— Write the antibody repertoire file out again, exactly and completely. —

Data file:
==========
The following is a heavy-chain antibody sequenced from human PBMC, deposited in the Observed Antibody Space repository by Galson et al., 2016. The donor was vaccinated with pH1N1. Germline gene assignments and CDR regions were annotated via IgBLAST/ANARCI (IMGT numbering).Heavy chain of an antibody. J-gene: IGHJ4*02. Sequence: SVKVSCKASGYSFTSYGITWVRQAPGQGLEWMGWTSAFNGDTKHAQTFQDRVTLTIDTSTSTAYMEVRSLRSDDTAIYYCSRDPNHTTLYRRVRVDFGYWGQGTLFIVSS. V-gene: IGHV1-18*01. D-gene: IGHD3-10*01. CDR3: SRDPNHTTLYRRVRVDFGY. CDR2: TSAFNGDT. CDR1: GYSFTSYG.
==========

The following is a heavy-chain antibody sequenced from human PBMC, deposited in the Observed Antibody Space repository by Galson et al., 2016. The donor was vaccinated with pH1N1. Germline gene assignments and CDR regions were annotated via IgBLAST/ANARCI (IMGT numbering).Heavy chain of an antibody. J-gene: IGHJ4*02. Sequence: SVKVSCKASGYSFTSYGITWVRQAPGQGLEWMGWTSAFNGDTKHAQTFQDRVTLTIDTSTSTAYMEVRSLRSDDTAIYYCSRDPNHTTLYRRVRVDFGYWGQGTLFIVSS. V-gene: IGHV1-18*01. D-gene: IGHD3-10*01. CDR3: SRDPNHTTLYRRVRVDFGY. CDR2: TSAFNGDT. CDR1: GYSFTSYG.